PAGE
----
We have come nowhere, really, since the Middle Ages.
The training of medical volunteers travelling to West Africa is rigorous. The Army Medical Corps is providing it. Outgoing personnel spend nine days learning how to protect themselves against infection. But conditions in the field are such that, sometimes, nurses may come into unprotected residual contact with the bodily fluids of infected patients, living or dead. That is, so far as the experts are aware, the sole means of transmission of the virus. You cannot get it from reading newspapers.
When Nurse Cafferkey suspected she was unwell, she correctly reported the fact to the medical authorities, who have set up monitoring facilities at UK airports for people returning from the danger areas. The authorities did all that was necessary at that stage, given that there were no obvious symptoms: they monitored her temperature over a period of time, after which she was feeling better, and cleared her to continue her journey AT NO RISK WHATSOEVER TO THE READERS OF THE DAILY MIRROR.
The fact that they did so, and that one doctor – not a clinician, a psychiatrist – had complained on TV that the room in which the 37 returning medical personnel were tested was rather small (Freudians dislike small rooms) and there did not appear to be many staff on duty, is not really evidence that:
- the Great British Public is being recklessly endangered, or a reason to
- ban medical staff from travelling anywhere, or to
- close British airports to onward flights from West Africa, or to
- sack the Chief Medical Officer, or to
- force everyone travelling anywhere to undergo quarantine, or to
- panic the less sentient sections of the British public into ill-judged pitchfork lynchings of patients with embolisms or tennis elbow,
…or whatever the tabloid editors are trying to do by spreading dismay and disinformation.
Has it not occurred to any of these feral word-rats, that the whole point of the story is that the precautions put in place against this expected eventuality actually WORKED? Evidence that they had not would be the onward transmission of Ebola to the population of Glasgow, something that does not appear to have happened. In the meantime, another Scottish and a Cornish case of returned aid workers reporting-in sick have proved negative.
It has been reported from time to time, as you may have heard, that in remote rural villages in dark jungly places like Equatorial Guinea, there remains a superstitious whisper among the afflicted tribesfolk that Ebola is being deliberately spread by the White Man’s juju. This belief has translated elsewhere into the ‘modern’ milieu of internet conspiracy theorists as a plot to eradicate Africans and steal their land for agriculture – which we are doing very efficiently already through the standard model of capitalism.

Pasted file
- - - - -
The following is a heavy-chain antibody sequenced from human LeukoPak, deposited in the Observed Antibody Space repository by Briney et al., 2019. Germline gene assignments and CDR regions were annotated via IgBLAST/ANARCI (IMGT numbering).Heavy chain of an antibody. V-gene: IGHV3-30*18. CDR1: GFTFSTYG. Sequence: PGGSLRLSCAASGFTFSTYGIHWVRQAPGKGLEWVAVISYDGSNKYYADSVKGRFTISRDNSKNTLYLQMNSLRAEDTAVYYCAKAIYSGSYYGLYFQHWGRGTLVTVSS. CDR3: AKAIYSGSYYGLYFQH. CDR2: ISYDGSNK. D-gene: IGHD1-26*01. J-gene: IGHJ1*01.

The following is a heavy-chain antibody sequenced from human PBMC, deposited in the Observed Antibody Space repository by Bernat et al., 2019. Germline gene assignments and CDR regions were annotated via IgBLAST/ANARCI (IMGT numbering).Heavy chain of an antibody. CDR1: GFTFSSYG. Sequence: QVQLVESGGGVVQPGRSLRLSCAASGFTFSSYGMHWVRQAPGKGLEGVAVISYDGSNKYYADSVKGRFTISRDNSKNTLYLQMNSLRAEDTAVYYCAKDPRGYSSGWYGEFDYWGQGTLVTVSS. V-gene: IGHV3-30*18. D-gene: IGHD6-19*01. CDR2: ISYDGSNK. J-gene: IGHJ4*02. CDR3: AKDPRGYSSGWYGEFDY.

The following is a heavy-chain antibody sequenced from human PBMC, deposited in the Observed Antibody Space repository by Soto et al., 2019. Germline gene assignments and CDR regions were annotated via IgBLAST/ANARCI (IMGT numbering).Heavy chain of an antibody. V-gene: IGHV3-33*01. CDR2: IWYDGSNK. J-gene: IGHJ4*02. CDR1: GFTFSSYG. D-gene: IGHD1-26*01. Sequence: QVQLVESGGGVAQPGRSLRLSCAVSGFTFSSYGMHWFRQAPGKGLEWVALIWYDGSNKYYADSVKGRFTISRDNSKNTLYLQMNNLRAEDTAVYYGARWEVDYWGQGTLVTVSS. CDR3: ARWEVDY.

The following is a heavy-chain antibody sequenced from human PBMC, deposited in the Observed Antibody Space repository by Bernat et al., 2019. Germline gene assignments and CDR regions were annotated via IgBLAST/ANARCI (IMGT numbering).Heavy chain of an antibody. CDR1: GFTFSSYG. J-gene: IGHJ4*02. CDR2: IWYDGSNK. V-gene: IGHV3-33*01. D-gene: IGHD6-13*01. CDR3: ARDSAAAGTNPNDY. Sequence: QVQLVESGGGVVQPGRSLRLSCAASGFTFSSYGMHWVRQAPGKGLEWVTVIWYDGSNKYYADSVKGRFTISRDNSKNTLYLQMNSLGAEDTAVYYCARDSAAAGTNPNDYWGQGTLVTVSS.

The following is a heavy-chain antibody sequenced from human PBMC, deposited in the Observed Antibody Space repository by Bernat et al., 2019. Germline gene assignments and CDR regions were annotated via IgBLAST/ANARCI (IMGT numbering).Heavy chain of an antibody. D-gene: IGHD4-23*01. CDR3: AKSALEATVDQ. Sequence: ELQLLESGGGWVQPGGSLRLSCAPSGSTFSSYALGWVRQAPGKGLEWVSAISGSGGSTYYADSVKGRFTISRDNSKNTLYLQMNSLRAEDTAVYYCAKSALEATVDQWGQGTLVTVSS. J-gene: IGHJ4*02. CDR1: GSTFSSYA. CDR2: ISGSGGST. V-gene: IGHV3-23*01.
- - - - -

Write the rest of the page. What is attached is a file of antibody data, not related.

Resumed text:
There seems to be a similar belief prevalent in the sweaty, sweary offices of the post-festive, tired and emotional baboons who print the spurious and dangerous medieval crap, which fearful caerls in deepest urban Sofaville seem to want to believe, that we are all doomed, if not by Ebola then by membership of the EU, and that it is all Nurse Cafferkey’s fault for being an n-word loving sentimentalist, coming back here when she should stay in bloody Bongoland or wherever she came from.
Could they not find one kind word to say about this courageous woman?
The thing is, the press would absolutely love it if there were to be a mass outbreak of plague in Britain. It’s the story, stupid! Just think of all the foreigners we could blame! The hapless ineptitude of Health Secretary Jeremy Hunt and his Poshboys’ government! NHS cuts! Austerity! Lib-Dems! Lack of preparedness for whatever, asteroid impacts, tsunamis in Cornwall, a UKIP victory in May… anything, just to break the fucking monotony.
Why, there’s always an air crash somewhere at Christmas, another typhoon, a boring earthquake in some rutted feudal demesne nobody gives two shits about. Now, an outbreak of plague… seventy per cent mortality… people in Birmingham’s eyeballs exploding out of their heads… martial law… Nigel Farage… Romanians looting… undertakers running out of coffins… grannies buried in binbags… the dead coming back as zombies…
Now, there’s a real story to kickstart the New Year.
*Postscriptum: 14 October, 2015
Unhappily, Nurse Cafferkey was readmitted to the Royal Free isolation unit in a critical condition last week, following a recurrence of the Ebola infection. Experts say some ten percent of infected patients can continue to harbour the virus in small pockets of fluid anywhere in the body, and are liable to reinfection at any time. What that means for the 30 thousand ‘recovered’ West African patients is unclear, but it may be a death sentence for many.